I dropped my bags and ran to see Leonardo Da Vinci’s Last Supper. Is it worth it? Sure. If you can snag a ticket through the actual museum website, you’re already doing better than me. I honestly didn’t know The Last Supper painting was in Milan (I'm cultured but still have a ways to go I guess) but when Dr. Welch declared she was going to try to see via the waitlist line, my FOMO kicked in and I had to go. Plus I had just recently read the Time’s Science of Creativity edition which had a feature about Da Vinci. Because I hate waiting, and hate being turned away even more, I found a ticket (with English guided tour!) through GET YOUR GUIDE. I paid $50 instead of the museum’s 12 Euros, but I had a guaranteed time and a guide to tell me everything so for me, it was worth the bragging rights to say I’ve seen it. This might be my one and only time in Milan so YOLO!
I stayed in the Navigli District which feature the famous canels of Milan. For me it was the closet (and cheap) Airbnb I could find to the Sacre Coure University (i.e. within walking distance) and it just happened to have a nearby metro stop. But so does everywhere in this city. It seemed like no place was more than a 10 min walk away from a tram or station. The Navigli district is THE PLACE to be at night. Every restaurant and bar is hopping with young, beautiful Italians crowding the patios, having apertivo. And that was on a Thursday night! I didn’t have anything to guide me (actiually my phone was dead), and I just wandered, too tired to pull up a chair and have a full meal, but the people watching was worth the trip from my room.
The Duomo –Sure it’s big, sure it’s amazing architecture and it took 6 centuries to build. But for me, if I’ve seen one church I’ve seen them all. I would have liked to have gone up to the top terraces (which I didn’t know about until arriving), but daily tickets sell out early and if you show up mid-afternoon (like me) you’ll be out of luck. There are several options to see just the church, or just the terraces, or taking the lift, or not taking the lift, and even a fast-pass. Research online and save yourself some hassle because there are a ton people roaming around and if you’re like me in a crowd, you’ll already be stressed out. There are also lockers around the block from the ticket desk to store your bags (large bags like backpacks are not allowed, purses are fine), 1st hour is free, after that is 5 euros which is insane. I was turned away at the ticket desk due to the sold out-ness of the day and was informed there was no kind of wait line, but when I returned home and checked online, it appeared I could have bought a time slot for that afternoon so something might have been lost in translation. Tip: deal with computers instead of people! I took some pictures, walked around a bunch, and went home. It felt like the Times Square of Milan and besides the giant building in front of me, I was not very impressed.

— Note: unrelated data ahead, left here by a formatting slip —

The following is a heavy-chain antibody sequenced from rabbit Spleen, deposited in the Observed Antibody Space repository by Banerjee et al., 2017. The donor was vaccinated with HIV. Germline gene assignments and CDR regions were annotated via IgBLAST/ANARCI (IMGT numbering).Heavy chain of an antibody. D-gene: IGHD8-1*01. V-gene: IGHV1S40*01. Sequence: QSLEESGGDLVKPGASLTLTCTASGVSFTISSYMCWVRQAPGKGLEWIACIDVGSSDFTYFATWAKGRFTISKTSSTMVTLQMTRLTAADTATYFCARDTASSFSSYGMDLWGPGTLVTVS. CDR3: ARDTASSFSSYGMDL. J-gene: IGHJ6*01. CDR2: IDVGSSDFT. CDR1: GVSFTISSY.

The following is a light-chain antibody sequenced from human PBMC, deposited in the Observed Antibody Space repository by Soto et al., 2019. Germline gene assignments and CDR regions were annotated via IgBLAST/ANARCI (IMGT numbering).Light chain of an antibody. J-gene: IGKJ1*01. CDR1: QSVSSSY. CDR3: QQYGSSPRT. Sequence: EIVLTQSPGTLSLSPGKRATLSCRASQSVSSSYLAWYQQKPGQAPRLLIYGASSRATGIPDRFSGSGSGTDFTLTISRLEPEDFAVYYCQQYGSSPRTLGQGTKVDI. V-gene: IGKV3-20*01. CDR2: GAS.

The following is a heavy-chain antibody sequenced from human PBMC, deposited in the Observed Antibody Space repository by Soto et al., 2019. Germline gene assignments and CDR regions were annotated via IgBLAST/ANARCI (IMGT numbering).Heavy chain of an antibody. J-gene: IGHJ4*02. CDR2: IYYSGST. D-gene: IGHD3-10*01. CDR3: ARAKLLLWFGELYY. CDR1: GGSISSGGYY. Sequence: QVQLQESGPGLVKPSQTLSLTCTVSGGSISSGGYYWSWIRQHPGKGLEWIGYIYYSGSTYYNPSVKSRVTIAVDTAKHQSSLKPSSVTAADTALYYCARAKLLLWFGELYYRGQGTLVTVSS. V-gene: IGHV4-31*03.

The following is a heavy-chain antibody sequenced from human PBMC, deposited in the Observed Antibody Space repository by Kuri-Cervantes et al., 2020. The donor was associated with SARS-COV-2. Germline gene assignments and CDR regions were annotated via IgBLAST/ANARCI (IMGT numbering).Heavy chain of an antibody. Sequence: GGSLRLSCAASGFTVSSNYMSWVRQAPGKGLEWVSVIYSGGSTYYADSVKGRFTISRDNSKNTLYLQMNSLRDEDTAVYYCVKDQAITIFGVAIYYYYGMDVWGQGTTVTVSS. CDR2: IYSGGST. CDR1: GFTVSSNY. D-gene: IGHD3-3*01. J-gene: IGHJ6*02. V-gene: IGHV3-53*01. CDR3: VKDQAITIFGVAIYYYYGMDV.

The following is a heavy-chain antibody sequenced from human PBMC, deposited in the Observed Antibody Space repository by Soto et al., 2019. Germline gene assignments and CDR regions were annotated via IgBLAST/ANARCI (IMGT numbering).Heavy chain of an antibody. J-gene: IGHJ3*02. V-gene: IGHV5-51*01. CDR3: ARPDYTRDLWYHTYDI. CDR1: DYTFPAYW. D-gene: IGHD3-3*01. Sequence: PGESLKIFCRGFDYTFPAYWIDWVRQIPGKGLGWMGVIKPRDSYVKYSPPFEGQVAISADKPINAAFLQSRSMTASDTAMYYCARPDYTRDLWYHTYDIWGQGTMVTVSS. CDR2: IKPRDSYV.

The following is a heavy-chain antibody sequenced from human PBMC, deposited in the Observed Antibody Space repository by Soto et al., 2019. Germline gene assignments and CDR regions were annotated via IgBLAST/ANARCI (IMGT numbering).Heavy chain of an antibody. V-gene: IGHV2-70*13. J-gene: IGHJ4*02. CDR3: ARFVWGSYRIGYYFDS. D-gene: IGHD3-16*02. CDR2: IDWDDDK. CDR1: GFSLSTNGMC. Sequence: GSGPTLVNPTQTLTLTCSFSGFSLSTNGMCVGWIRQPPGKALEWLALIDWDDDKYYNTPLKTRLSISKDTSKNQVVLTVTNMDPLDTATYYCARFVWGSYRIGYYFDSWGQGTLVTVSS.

On my final day to kill time between check-out and my train, I went to CASTLE SFORZESCO at the recommendation of my hosts. It was my favorite part of the whole trip! Not only was it a short metro ride from the train station, I got in for 3 Euros thanks to my Stephens College student ID, plus they had tons of lockers roomy enough for a large pack for 1 Euro for the entire day. Jackpot! I could have easily spent half a day roaming through the 5+ museums but had to run through the exhibits and never saw everything. Guess I'll have to go back to finish it.
On the way to catch my train onto Lake Como, I experienced what my mother spent the last month warning about. I've been to 24 countries and Milan is the first and only place I've personally ever had an attempted mugging. If my mom ever reads this, she'll probably freak because I never told her. I stepped onboard the most crowded subway train of my entire trip with my hands full and my 30L travel pack on my back. I was smart. I had been using a zippered tote as a purse that I could firmly hold under my arm and kept my wallet, passport, and cell phone inside. My few pieces of jewelry were deep inside my pack. A short woman taps me on my shoulder. Between her broken English and my bad Italian, I understand she's asking me if I know the man behind me, because he had opened up my pack's front zipper. I was hot, sweaty, tired from hauling all my bags, and the train station was the next stopped. I said no and she started laying into him, yelling. I checked my bag and indeed it was open, but knew there was nothing valuable in that front pocket. Just my umbrella and a pack of cheetos. He was a young, tall, smug bastard who couldn't care less about the short woman telling him off. I would have join her in English and was perfectly positioned for a sucker punch to the gut, but it all happened so fast and I at my stop. I couldn't take the time to humiliate the jerk without taking a serious risk of missing my train out of town. I stepped off, frazzled, and will forever save my pack's front pocket for the most useless, disappointing shit possible. Yes, obviously always cautious and aware of your surroundings. I was. But an even better tip: take your shit off your back when in a tight crowd.
I made it to my train in one piece but missed out on a fight.
Trip Date: September 2018
Part 2/2: LAKE COMO - To Be Continued...